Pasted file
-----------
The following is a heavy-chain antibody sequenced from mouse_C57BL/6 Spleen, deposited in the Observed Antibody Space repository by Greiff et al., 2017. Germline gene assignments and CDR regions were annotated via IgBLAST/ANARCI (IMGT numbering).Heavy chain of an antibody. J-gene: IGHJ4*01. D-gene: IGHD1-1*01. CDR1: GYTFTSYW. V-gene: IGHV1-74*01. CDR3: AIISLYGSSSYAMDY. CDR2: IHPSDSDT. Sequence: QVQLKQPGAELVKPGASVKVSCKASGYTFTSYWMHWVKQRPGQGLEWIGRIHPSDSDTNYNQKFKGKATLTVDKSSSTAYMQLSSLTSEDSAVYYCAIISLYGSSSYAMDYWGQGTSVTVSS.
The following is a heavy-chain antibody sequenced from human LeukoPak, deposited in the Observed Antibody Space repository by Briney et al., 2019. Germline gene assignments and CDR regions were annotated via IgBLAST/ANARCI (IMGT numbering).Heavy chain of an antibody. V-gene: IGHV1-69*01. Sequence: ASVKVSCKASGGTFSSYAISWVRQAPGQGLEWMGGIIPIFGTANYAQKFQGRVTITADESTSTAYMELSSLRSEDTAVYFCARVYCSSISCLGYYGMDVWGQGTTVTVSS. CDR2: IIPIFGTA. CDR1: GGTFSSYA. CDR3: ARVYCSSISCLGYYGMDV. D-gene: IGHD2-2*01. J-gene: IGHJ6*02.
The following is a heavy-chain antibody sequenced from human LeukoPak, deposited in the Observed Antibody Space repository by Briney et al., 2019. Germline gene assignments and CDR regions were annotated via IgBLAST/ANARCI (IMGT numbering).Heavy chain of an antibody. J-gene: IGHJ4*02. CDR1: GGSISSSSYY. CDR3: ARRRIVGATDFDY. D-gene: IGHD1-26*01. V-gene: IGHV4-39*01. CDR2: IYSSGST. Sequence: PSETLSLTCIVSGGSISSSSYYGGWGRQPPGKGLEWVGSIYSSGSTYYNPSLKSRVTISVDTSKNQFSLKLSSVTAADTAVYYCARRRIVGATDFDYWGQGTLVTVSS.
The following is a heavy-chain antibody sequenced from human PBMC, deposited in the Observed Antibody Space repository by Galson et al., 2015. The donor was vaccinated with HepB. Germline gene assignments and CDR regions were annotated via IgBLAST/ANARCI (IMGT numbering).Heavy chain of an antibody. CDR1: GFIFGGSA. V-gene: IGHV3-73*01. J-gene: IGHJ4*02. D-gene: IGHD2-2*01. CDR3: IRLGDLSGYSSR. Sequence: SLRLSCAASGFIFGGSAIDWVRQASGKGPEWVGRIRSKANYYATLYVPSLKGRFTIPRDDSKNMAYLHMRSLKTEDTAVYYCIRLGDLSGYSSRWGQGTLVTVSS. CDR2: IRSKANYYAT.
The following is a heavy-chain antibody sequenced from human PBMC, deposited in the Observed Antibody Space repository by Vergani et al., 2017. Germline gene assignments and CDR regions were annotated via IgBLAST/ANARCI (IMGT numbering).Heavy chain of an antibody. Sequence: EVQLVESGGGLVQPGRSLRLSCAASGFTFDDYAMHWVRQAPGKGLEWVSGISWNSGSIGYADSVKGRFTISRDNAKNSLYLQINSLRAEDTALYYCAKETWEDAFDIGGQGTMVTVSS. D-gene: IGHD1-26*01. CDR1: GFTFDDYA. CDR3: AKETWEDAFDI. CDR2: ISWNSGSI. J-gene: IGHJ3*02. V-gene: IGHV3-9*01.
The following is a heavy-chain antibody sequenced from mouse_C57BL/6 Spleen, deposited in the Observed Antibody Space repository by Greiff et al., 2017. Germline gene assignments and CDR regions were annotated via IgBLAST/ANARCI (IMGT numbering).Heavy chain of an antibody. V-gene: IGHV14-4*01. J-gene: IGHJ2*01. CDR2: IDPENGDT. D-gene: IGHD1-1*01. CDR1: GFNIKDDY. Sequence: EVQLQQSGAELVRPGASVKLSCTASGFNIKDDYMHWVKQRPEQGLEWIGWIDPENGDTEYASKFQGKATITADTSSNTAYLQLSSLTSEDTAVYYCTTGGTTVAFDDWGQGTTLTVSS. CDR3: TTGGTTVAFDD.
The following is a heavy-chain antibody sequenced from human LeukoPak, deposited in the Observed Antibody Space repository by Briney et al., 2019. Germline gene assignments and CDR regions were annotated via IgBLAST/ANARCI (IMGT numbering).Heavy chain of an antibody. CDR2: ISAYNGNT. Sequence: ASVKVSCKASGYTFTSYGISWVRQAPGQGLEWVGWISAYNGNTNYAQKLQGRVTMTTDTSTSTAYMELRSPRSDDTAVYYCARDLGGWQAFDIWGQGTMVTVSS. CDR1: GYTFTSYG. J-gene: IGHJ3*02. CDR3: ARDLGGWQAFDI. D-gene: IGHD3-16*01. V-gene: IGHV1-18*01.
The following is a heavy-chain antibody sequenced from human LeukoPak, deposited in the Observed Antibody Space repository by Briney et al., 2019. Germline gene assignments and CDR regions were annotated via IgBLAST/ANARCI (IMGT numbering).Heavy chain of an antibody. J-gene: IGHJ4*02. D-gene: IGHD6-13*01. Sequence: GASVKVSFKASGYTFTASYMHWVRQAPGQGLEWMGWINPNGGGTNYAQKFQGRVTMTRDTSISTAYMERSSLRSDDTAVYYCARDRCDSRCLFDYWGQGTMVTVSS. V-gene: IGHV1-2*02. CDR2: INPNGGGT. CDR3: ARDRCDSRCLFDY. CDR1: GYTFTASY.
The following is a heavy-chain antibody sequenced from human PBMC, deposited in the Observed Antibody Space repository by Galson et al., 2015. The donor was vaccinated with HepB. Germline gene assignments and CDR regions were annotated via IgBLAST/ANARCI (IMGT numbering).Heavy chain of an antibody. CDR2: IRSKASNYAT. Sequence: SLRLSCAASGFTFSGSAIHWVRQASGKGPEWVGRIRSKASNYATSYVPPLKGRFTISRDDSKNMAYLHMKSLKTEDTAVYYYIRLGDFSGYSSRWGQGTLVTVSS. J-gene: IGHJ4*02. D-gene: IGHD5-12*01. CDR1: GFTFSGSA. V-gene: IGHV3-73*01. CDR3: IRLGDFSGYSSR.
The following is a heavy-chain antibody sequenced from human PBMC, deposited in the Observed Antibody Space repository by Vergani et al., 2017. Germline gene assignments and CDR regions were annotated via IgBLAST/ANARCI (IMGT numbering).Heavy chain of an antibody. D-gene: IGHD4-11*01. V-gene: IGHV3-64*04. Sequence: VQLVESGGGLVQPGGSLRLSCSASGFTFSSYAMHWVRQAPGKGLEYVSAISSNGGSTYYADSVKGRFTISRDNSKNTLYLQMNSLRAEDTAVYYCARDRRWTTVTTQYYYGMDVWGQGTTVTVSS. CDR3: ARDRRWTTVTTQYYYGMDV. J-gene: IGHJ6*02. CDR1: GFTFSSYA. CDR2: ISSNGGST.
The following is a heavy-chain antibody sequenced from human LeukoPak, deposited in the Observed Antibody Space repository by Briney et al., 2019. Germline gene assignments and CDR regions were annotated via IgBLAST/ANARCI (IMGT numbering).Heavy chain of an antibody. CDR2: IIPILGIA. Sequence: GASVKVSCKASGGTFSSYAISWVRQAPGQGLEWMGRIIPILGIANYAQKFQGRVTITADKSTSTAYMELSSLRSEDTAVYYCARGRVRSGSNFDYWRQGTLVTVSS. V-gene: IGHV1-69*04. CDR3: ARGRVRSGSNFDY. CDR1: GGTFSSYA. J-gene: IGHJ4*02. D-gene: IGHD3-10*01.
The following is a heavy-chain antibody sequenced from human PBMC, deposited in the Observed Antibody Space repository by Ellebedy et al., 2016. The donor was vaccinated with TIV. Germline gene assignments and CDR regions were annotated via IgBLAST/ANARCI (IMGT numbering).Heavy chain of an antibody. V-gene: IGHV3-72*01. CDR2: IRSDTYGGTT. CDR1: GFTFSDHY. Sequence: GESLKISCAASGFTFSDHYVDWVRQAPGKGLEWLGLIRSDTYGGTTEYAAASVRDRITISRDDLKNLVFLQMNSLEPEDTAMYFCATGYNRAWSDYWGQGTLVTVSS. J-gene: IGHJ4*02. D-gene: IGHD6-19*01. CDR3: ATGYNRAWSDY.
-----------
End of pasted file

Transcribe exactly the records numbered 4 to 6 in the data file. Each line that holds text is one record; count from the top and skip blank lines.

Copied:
The following is a heavy-chain antibody sequenced from human PBMC, deposited in the Observed Antibody Space repository by Galson et al., 2015. The donor was vaccinated with HepB. Germline gene assignments and CDR regions were annotated via IgBLAST/ANARCI (IMGT numbering).Heavy chain of an antibody. CDR1: GFIFGGSA. V-gene: IGHV3-73*01. J-gene: IGHJ4*02. D-gene: IGHD2-2*01. CDR3: IRLGDLSGYSSR. Sequence: SLRLSCAASGFIFGGSAIDWVRQASGKGPEWVGRIRSKANYYATLYVPSLKGRFTIPRDDSKNMAYLHMRSLKTEDTAVYYCIRLGDLSGYSSRWGQGTLVTVSS. CDR2: IRSKANYYAT.
The following is a heavy-chain antibody sequenced from human PBMC, deposited in the Observed Antibody Space repository by Vergani et al., 2017. Germline gene assignments and CDR regions were annotated via IgBLAST/ANARCI (IMGT numbering).Heavy chain of an antibody. Sequence: EVQLVESGGGLVQPGRSLRLSCAASGFTFDDYAMHWVRQAPGKGLEWVSGISWNSGSIGYADSVKGRFTISRDNAKNSLYLQINSLRAEDTALYYCAKETWEDAFDIGGQGTMVTVSS. D-gene: IGHD1-26*01. CDR1: GFTFDDYA. CDR3: AKETWEDAFDI. CDR2: ISWNSGSI. J-gene: IGHJ3*02. V-gene: IGHV3-9*01.
The following is a heavy-chain antibody sequenced from mouse_C57BL/6 Spleen, deposited in the Observed Antibody Space repository by Greiff et al., 2017. Germline gene assignments and CDR regions were annotated via IgBLAST/ANARCI (IMGT numbering).Heavy chain of an antibody. V-gene: IGHV14-4*01. J-gene: IGHJ2*01. CDR2: IDPENGDT. D-gene: IGHD1-1*01. CDR1: GFNIKDDY. Sequence: EVQLQQSGAELVRPGASVKLSCTASGFNIKDDYMHWVKQRPEQGLEWIGWIDPENGDTEYASKFQGKATITADTSSNTAYLQLSSLTSEDTAVYYCTTGGTTVAFDDWGQGTTLTVSS. CDR3: TTGGTTVAFDD.